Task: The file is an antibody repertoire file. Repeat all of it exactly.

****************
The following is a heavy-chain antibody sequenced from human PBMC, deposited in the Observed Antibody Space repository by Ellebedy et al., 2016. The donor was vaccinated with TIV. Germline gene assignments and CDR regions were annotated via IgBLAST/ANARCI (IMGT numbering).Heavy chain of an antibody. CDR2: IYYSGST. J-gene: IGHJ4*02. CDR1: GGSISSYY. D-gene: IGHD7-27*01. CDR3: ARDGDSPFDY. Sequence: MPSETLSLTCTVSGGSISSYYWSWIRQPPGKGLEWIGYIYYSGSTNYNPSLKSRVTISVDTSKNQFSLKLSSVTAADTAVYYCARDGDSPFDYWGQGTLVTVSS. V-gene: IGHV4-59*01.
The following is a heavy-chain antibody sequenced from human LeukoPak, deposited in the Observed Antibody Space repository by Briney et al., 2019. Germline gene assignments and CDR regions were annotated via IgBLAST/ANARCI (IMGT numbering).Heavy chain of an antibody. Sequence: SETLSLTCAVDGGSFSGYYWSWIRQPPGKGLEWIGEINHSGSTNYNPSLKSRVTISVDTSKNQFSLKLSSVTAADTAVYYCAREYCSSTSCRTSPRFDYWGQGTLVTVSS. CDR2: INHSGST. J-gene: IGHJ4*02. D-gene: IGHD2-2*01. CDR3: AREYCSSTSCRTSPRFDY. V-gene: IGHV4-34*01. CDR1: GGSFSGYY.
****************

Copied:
The following is a heavy-chain antibody sequenced from human PBMC, deposited in the Observed Antibody Space repository by Ellebedy et al., 2016. The donor was vaccinated with TIV. Germline gene assignments and CDR regions were annotated via IgBLAST/ANARCI (IMGT numbering).Heavy chain of an antibody. CDR2: IYYSGST. J-gene: IGHJ4*02. CDR1: GGSISSYY. D-gene: IGHD7-27*01. CDR3: ARDGDSPFDY. Sequence: MPSETLSLTCTVSGGSISSYYWSWIRQPPGKGLEWIGYIYYSGSTNYNPSLKSRVTISVDTSKNQFSLKLSSVTAADTAVYYCARDGDSPFDYWGQGTLVTVSS. V-gene: IGHV4-59*01.
The following is a heavy-chain antibody sequenced from human LeukoPak, deposited in the Observed Antibody Space repository by Briney et al., 2019. Germline gene assignments and CDR regions were annotated via IgBLAST/ANARCI (IMGT numbering).Heavy chain of an antibody. Sequence: SETLSLTCAVDGGSFSGYYWSWIRQPPGKGLEWIGEINHSGSTNYNPSLKSRVTISVDTSKNQFSLKLSSVTAADTAVYYCAREYCSSTSCRTSPRFDYWGQGTLVTVSS. CDR2: INHSGST. J-gene: IGHJ4*02. D-gene: IGHD2-2*01. CDR3: AREYCSSTSCRTSPRFDY. V-gene: IGHV4-34*01. CDR1: GGSFSGYY.